Nonprofits are audacious. They make it their mission to eradicate problems that seem permanent and improve systems that that seem broken. Even small nonprofits dream big.
Whether an organization has multiple high-level objectives or one overarching goal, their work is long-term and complex. The first step to creating a better future is envisioning it. In most cases, though, a nonprofit cannot complete their mission with only one program or initiative.
To stay focused on their end goal and make steady progress, organizations must set specific, incremental goals and hold themselves accountable. Learn how big impact is driven by smaller goals and how to plan the path to your outcomes, one step at a time.
The Forest and The Trees
There’s a saying that you can “miss the forest for the trees,” meaning you lose sight of the larger vision or goal because you’re too concerned with the small details. This can definitely happen at nonprofits, where managing staff, volunteers, budgets, and fundraising can distract you from your mission.
But nonprofits also run the risk of stalling their work by focusing too much on the end goal without making an actionable plan. To illustrate the problem, let’s look at an example. Rebecca works for an animal welfare nonprofit and their mission is to end population control euthanasia of domestic animals in their city. This is a big goal that will involve the cooperation of many clinics and people, but Rebecca is eager to take action.
First, she starts calling all the local veterinarians to see if they’re willing to volunteer to perform free spay and neuter procedures. She sets up a table outside her local pet store to inform owners about the need to spay and neuter and she tries to get a meeting with the local animal control department. Rebecca is very busy, trying to achieve her mission any way she can.
A year later, Rebecca is exhausted and has barely made a dent in the number of animals euthanized. She was so focused on the end result that she didn’t take the time to succeed at the smaller tasks that spur real change.
Setting Impact Goals
To reach a big, audacious goal, you have to break it into smaller goals and tackle each one with a plan. Smaller, more achievable objectives may not be as inspiring and exciting as your overarching mission, but they allow you to make measurable progress. For example, when someone wants to become more healthy and fit, they’re often advised to choose one small lifestyle change and stick with it.
Rebecca can still work toward her mission of ending population control euthanasia on animals in her city, but she’s better off focusing on one or two tangible outcomes at a time. Rebecca decides to set annual goals for her organization to advance their mission.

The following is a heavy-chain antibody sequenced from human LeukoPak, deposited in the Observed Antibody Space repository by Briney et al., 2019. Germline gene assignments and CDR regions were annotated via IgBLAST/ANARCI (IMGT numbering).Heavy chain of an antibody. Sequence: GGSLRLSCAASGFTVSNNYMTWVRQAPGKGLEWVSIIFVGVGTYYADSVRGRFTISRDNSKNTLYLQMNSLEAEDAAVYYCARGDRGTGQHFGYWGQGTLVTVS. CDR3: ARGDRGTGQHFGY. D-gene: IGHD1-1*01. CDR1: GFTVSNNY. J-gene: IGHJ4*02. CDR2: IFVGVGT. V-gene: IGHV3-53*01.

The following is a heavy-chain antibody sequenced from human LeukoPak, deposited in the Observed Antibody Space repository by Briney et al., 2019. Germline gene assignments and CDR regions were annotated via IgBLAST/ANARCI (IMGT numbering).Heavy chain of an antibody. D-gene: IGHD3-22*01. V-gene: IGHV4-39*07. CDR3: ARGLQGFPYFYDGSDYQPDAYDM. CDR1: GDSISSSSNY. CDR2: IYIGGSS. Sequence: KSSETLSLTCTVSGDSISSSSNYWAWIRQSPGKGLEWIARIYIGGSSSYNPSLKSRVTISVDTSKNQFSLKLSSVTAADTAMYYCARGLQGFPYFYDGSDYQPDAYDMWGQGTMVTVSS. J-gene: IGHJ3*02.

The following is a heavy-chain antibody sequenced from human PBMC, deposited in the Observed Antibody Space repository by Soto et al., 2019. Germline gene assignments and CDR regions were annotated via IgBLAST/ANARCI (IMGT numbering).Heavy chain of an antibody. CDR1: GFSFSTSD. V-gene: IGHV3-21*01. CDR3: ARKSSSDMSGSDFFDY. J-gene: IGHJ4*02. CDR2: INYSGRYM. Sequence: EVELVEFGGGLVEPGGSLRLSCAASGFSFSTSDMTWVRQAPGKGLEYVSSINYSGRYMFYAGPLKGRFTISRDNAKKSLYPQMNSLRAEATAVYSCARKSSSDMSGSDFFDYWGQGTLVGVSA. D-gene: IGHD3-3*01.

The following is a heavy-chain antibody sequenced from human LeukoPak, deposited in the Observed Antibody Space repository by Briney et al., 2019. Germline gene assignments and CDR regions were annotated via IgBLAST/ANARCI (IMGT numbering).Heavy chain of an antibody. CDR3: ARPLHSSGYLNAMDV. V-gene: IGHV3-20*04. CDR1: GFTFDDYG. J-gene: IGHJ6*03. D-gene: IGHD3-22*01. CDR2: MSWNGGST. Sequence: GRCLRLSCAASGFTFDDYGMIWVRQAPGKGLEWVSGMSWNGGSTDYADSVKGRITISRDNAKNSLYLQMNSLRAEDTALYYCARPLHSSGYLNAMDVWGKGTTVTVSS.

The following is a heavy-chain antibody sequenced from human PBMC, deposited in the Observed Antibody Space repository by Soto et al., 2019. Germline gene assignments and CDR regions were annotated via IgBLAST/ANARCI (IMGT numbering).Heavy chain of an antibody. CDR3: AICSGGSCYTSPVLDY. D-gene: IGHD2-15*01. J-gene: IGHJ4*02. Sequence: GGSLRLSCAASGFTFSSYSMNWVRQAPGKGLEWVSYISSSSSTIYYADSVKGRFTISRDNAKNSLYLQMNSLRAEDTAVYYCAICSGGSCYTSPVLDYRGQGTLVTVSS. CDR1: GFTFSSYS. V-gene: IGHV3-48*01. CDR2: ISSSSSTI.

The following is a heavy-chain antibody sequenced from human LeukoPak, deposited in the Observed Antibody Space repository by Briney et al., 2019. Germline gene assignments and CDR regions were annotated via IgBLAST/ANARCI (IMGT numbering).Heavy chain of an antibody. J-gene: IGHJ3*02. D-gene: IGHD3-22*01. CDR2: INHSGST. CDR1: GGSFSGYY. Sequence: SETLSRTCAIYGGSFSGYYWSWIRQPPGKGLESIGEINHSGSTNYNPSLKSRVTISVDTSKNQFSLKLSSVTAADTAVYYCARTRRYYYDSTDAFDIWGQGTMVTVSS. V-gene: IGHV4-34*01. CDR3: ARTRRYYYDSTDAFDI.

She starts by thinking about her mission and what achieving it would look like. For her city to end euthanasia, they will need to control the population through spaying and neutering and create an efficient shelter and adoption program.
Rebecca sets two simple, but impactful, goals that will move her cause forward.
1. Organize 200 free spay or neuter procedures by getting vets to donate their time and expertise.
2. Distribute flyers and other materials on the importance of spaying and neutering pets to every animal clinic and pet store in her city.
These goals may seem small compared to her mission, but by accomplishing them, she’s making real progress. If she follows through, her organization will help prevent population growth and educate many pet owners about the benefits of spaying and neutering.
Without tangible goals, Rebecca was working very hard but her efforts were unorganized and ineffective. Once she chose smaller action items, she was able to measure her results against those goals and plan next steps.
Planning for the Future
Ultimately, a goal doesn’t mean much if you don’t have a plan for how to achieve it. We all want to end hunger and give every child an education, but what separates nonprofits from the rest of the population is that they are taking action and implementing strategies in an effort to solve problems like these.
Social impact happens when devoted people set goals for change and hold themselves accountable. Accountability is another reason it’s important to set smaller, measurable goals. In order to evaluate and revise your work strategy you have to be able to measure the success of your actions.
When you only have one big goal, you can only really measure its success as you creep closer to the result. While every bit of progress is important, setting standards and deadlines helps you determine if you’re being as effective as possible along the way.
Does your organization use annual or quarterly goals to guide your progress? Consider looking at your mission and coming up with tangible results that will bring you closer to your end goal.